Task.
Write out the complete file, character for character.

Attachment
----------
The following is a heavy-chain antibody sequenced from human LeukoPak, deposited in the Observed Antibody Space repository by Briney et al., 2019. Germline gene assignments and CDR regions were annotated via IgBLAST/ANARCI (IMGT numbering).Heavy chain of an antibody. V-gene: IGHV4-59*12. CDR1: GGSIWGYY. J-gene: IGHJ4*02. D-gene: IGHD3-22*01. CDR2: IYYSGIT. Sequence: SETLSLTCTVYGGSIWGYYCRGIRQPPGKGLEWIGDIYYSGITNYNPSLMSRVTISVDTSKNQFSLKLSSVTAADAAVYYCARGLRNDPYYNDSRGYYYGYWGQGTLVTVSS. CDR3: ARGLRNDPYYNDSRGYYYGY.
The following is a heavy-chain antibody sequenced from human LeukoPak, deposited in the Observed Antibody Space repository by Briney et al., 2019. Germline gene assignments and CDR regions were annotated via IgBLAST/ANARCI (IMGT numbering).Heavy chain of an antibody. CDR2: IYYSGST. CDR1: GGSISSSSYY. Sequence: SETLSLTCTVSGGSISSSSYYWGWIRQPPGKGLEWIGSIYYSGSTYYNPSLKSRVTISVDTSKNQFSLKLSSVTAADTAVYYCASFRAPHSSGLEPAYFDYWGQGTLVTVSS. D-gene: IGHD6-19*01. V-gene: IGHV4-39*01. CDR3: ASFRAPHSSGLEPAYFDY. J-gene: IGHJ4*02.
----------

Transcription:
The following is a heavy-chain antibody sequenced from human LeukoPak, deposited in the Observed Antibody Space repository by Briney et al., 2019. Germline gene assignments and CDR regions were annotated via IgBLAST/ANARCI (IMGT numbering).Heavy chain of an antibody. V-gene: IGHV4-59*12. CDR1: GGSIWGYY. J-gene: IGHJ4*02. D-gene: IGHD3-22*01. CDR2: IYYSGIT. Sequence: SETLSLTCTVYGGSIWGYYCRGIRQPPGKGLEWIGDIYYSGITNYNPSLMSRVTISVDTSKNQFSLKLSSVTAADAAVYYCARGLRNDPYYNDSRGYYYGYWGQGTLVTVSS. CDR3: ARGLRNDPYYNDSRGYYYGY.
The following is a heavy-chain antibody sequenced from human LeukoPak, deposited in the Observed Antibody Space repository by Briney et al., 2019. Germline gene assignments and CDR regions were annotated via IgBLAST/ANARCI (IMGT numbering).Heavy chain of an antibody. CDR2: IYYSGST. CDR1: GGSISSSSYY. Sequence: SETLSLTCTVSGGSISSSSYYWGWIRQPPGKGLEWIGSIYYSGSTYYNPSLKSRVTISVDTSKNQFSLKLSSVTAADTAVYYCASFRAPHSSGLEPAYFDYWGQGTLVTVSS. D-gene: IGHD6-19*01. V-gene: IGHV4-39*01. CDR3: ASFRAPHSSGLEPAYFDY. J-gene: IGHJ4*02.